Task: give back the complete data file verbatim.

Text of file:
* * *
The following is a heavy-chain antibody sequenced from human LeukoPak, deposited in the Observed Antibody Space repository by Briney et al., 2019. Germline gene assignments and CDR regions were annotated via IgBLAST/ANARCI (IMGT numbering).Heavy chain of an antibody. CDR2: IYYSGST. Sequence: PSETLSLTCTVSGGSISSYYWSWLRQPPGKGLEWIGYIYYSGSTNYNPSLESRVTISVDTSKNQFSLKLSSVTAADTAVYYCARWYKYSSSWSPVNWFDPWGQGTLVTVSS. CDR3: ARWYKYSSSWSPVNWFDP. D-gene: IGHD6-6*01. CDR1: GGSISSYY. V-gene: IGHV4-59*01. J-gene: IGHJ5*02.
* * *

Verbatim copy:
The following is a heavy-chain antibody sequenced from human LeukoPak, deposited in the Observed Antibody Space repository by Briney et al., 2019. Germline gene assignments and CDR regions were annotated via IgBLAST/ANARCI (IMGT numbering).Heavy chain of an antibody. CDR2: IYYSGST. Sequence: PSETLSLTCTVSGGSISSYYWSWLRQPPGKGLEWIGYIYYSGSTNYNPSLESRVTISVDTSKNQFSLKLSSVTAADTAVYYCARWYKYSSSWSPVNWFDPWGQGTLVTVSS. CDR3: ARWYKYSSSWSPVNWFDP. D-gene: IGHD6-6*01. CDR1: GGSISSYY. V-gene: IGHV4-59*01. J-gene: IGHJ5*02.